WAITS at A&E departments have hit their worst levels since records began and that decline means at least 330,000 people waited longer than they should as hospitals faced huge pressure to find beds.

This is a sad indictment of the state that our health service has been allowed to fall into that thousands of people needing medical help face the prospect of being left stranded in hospital corridors or on trollies.

The figures make clear the true scale of the crisis facing our health care systems – they are a wake-up call and show that patients could face serious consequences as a result of this decline in performance.

Today’s figures also remind us that the NHS is fighting a challenging battle in trying to meet its commitments to provide timely health care in the face of the pressure it is under and we must not lose sight of these problems as other matters, Brexit mainly, distract us.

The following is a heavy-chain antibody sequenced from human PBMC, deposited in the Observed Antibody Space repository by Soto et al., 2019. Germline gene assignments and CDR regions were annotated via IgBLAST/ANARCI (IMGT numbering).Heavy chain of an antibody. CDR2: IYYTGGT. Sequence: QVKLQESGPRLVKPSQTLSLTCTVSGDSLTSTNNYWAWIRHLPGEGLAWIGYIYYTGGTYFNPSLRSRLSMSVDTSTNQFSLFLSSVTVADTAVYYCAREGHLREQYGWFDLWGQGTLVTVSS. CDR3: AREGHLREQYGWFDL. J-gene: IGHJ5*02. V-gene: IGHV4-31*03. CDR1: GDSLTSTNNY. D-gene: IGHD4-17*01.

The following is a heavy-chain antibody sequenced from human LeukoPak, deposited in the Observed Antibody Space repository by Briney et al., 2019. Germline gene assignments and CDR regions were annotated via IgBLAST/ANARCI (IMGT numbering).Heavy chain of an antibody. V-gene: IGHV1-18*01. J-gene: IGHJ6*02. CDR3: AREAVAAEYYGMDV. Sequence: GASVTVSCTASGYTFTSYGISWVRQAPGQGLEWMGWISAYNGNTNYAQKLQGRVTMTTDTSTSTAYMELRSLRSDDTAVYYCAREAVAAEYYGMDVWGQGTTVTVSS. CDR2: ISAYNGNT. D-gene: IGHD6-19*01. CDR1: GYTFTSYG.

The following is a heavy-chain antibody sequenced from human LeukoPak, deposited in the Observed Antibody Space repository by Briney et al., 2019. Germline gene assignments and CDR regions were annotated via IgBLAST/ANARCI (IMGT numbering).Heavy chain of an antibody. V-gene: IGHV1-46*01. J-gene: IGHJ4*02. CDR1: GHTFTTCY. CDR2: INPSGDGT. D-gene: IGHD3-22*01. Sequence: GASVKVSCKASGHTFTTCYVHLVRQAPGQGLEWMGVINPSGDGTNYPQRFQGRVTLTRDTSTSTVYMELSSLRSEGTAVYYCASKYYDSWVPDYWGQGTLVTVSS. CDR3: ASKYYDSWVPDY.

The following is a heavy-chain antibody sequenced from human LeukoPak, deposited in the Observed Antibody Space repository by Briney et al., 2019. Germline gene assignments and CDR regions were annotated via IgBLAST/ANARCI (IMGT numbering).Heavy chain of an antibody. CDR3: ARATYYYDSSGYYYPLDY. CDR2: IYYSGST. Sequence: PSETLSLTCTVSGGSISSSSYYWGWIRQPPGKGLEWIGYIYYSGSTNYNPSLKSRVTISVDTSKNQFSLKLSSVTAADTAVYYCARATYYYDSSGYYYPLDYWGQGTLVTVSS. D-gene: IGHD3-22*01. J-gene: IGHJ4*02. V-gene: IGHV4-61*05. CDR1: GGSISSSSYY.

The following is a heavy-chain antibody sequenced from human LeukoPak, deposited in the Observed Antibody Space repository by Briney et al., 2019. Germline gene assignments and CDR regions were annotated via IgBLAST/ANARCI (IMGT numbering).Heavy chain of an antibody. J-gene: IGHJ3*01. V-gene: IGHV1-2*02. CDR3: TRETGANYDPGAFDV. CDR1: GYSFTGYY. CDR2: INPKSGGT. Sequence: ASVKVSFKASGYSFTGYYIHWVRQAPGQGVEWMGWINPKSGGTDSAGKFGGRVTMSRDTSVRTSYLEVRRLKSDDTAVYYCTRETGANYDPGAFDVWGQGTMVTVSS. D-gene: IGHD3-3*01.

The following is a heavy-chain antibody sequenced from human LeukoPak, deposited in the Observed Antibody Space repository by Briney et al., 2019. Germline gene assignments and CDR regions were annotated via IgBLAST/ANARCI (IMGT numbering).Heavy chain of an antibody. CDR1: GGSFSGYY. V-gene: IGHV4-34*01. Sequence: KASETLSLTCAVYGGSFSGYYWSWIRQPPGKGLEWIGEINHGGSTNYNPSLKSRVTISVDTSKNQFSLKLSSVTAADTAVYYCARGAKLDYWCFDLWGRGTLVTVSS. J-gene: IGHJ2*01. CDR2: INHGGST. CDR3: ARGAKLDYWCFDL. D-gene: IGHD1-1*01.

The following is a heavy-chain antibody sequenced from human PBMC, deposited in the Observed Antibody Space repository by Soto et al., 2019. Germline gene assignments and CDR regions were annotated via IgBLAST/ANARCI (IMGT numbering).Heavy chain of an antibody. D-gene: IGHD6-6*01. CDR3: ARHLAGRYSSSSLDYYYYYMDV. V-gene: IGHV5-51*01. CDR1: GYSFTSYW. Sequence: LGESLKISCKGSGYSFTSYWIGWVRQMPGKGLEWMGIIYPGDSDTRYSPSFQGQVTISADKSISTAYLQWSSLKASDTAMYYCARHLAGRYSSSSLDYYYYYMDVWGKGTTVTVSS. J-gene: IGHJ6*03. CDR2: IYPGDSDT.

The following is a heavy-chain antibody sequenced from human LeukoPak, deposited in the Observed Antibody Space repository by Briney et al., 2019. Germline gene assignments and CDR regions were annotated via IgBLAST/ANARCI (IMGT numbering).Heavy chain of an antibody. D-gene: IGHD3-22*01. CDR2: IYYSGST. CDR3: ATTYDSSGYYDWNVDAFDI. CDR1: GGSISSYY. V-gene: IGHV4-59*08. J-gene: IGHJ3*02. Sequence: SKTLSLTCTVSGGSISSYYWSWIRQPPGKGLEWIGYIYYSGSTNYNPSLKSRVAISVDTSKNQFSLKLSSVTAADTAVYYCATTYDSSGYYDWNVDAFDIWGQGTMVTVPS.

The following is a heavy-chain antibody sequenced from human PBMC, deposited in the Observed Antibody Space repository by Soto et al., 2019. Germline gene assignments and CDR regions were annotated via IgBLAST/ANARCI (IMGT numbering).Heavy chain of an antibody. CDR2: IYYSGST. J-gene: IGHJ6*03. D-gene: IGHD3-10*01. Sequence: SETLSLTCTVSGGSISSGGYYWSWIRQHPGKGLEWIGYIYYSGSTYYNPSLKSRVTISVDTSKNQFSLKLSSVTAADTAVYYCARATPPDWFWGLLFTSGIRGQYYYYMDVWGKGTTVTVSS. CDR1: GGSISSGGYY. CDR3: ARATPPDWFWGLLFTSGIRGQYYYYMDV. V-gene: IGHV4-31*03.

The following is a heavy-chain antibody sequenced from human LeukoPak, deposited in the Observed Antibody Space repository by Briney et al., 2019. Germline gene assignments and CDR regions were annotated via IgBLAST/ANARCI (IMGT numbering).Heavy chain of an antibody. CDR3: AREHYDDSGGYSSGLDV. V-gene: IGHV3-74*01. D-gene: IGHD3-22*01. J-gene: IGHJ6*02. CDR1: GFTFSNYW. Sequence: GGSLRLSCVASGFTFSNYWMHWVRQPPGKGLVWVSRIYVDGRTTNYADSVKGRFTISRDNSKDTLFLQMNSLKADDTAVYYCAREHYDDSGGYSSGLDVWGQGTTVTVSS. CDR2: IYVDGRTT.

The challenges of increased attendances at emergency departments not only has a serious impact on hundreds of thousands of patients, it will no doubt be hugely demoralising for many staff and, unfortunately, the recently published NHS ten-year plan setting out how new funding will be used to improve services doesn’t address the future of NHS waiting times.

It is clear that the skills and commitment shown by frontline NHS staff in providing urgent and emergency services, often in extremely difficult circumstances, is what keeps the heart of the service beating.